Invest in transit, and riders will come

Attitudes toward public transit have been changing in the US for some time, but there’s been more evidence recently that the Millennials (previously known as “Gen Y”) continue to be a driving force of that change.

A new report from USPIRG compiles the research from a number of studies over the last decade, including one we highlighted on our blog a couple years ago. Younger Americans are driving less and using alternative transportation modes—like walking, biking, and public transportation—more than previous generations. Some reasons are temporary: the recession of 2008-2009 cause some people to resort to public transit due to cost, or not commuting at all because of unemployment. However, many of the reasons are due to cultural shifts that imply a change of values which might last longer: Millennials show an increased preference for urban living, they are more familiar with mobile devices which make transit more convenient to use, and are more likely to take actions to protect the environment, even though they’re less likely to label themselves “environmentalists”.

This has major implications, USPIRG argues, for the needs of transportation investment. The country must refocus its attention on providing quality public transit infrastructure, in order to capture the potential riders that are waiting for new capacity. This echoes an indication of the recent nationwide survey by TransitCenter, which found that topping the list of all requests by current and potential public transit riders was increased frequency and service hours. That survey also found a divergence between Millennials and other generations.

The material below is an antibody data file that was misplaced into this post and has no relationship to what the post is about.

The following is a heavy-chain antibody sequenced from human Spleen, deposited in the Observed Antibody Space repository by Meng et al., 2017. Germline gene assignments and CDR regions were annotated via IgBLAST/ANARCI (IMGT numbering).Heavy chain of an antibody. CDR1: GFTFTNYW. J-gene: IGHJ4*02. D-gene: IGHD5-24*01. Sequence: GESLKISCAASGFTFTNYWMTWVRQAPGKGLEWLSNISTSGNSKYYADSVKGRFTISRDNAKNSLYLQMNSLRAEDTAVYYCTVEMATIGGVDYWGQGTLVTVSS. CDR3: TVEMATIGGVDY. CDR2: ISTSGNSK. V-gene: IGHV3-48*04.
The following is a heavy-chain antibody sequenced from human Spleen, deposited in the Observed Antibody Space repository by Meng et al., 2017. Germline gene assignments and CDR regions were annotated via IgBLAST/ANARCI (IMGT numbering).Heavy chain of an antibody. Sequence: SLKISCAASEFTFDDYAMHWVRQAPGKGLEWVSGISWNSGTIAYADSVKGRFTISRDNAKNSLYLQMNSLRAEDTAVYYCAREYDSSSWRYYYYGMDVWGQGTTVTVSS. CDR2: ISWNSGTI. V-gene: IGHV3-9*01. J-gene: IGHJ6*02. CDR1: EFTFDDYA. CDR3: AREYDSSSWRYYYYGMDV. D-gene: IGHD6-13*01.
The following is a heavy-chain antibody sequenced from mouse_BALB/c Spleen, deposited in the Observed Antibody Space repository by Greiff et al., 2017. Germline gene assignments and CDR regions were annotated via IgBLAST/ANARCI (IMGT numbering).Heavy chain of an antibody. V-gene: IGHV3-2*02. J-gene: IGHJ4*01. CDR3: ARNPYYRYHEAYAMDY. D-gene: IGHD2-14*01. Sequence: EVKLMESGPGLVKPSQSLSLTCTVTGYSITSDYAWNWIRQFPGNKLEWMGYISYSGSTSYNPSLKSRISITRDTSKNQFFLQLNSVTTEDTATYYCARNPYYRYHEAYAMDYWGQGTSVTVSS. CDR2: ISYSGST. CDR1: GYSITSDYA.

The takeaway here is that demographics are on the side of public transit. As younger Americans build long-term habits, and become a larger proportion of the American workforce, public transit ridership will increase. The question is will US governments—local, state, and federal—invest in order to service this increased demand, or will we continue to rely on the outdated metrics that have put American public transit in a state of disrepair?

Thomas brings to Trillium 8 years of experience in small business consulting and management, expertise in financial analysis and modeling, and a dedication to the creation of processes that serve our clients efficiently and effectively. He specializes in project management and business process development, leading Trillium's website projects, consulting with agencies on marketing content, and integrating technology systems into agency business processes. During his tenure at Trillium since 2013, Thomas has led many of Trillium's largest projects including our statewide contracts with Massachusetts, Vermont, and Iowa. His ability to manage resources and maintain project schedules has been demonstrated in projects as diverse as multi-agency GTFS deployments focused on efficiency and cost management, as well as custom and experimental software development. By working directly with decision makers as well as client staff members, Thomas focuses on providing a project structure that ensures all stakeholders are heard and provide their input into project outcomes. Thomas grew up in Portland, Oregon, and has been biking and riding TriMet as his primary forms of transportation since age 16. He is an avid gardener, learning to love shade-tolerant plants since moving into a house surrounded by large trees. Prior to working at Trillium, he researched and designed a portfolio of private equity investments in Ghana, and developed over a hundred financial models for businesses ranging in annual revenues from $100K to $100M.